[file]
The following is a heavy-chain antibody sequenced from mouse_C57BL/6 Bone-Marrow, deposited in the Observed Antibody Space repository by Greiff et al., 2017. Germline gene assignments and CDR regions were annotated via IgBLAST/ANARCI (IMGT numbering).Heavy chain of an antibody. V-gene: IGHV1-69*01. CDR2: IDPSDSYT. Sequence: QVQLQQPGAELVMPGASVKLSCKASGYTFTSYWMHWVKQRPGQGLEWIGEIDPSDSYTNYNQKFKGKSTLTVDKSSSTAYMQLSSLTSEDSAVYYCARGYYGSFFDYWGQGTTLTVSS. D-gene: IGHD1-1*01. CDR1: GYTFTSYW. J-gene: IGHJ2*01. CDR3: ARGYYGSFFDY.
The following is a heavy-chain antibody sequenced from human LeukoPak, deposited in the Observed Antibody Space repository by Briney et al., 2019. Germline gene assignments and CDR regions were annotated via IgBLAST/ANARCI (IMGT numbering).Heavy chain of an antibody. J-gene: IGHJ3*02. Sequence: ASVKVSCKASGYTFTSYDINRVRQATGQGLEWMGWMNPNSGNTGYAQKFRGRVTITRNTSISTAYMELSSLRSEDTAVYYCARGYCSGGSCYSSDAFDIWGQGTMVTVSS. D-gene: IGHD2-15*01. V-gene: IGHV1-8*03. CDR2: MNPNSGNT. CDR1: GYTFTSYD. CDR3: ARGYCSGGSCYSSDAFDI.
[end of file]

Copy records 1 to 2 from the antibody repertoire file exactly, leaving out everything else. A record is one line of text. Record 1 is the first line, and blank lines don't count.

The following is a heavy-chain antibody sequenced from mouse_C57BL/6 Bone-Marrow, deposited in the Observed Antibody Space repository by Greiff et al., 2017. Germline gene assignments and CDR regions were annotated via IgBLAST/ANARCI (IMGT numbering).Heavy chain of an antibody. V-gene: IGHV1-69*01. CDR2: IDPSDSYT. Sequence: QVQLQQPGAELVMPGASVKLSCKASGYTFTSYWMHWVKQRPGQGLEWIGEIDPSDSYTNYNQKFKGKSTLTVDKSSSTAYMQLSSLTSEDSAVYYCARGYYGSFFDYWGQGTTLTVSS. D-gene: IGHD1-1*01. CDR1: GYTFTSYW. J-gene: IGHJ2*01. CDR3: ARGYYGSFFDY.
The following is a heavy-chain antibody sequenced from human LeukoPak, deposited in the Observed Antibody Space repository by Briney et al., 2019. Germline gene assignments and CDR regions were annotated via IgBLAST/ANARCI (IMGT numbering).Heavy chain of an antibody. J-gene: IGHJ3*02. Sequence: ASVKVSCKASGYTFTSYDINRVRQATGQGLEWMGWMNPNSGNTGYAQKFRGRVTITRNTSISTAYMELSSLRSEDTAVYYCARGYCSGGSCYSSDAFDIWGQGTMVTVSS. D-gene: IGHD2-15*01. V-gene: IGHV1-8*03. CDR2: MNPNSGNT. CDR1: GYTFTSYD. CDR3: ARGYCSGGSCYSSDAFDI.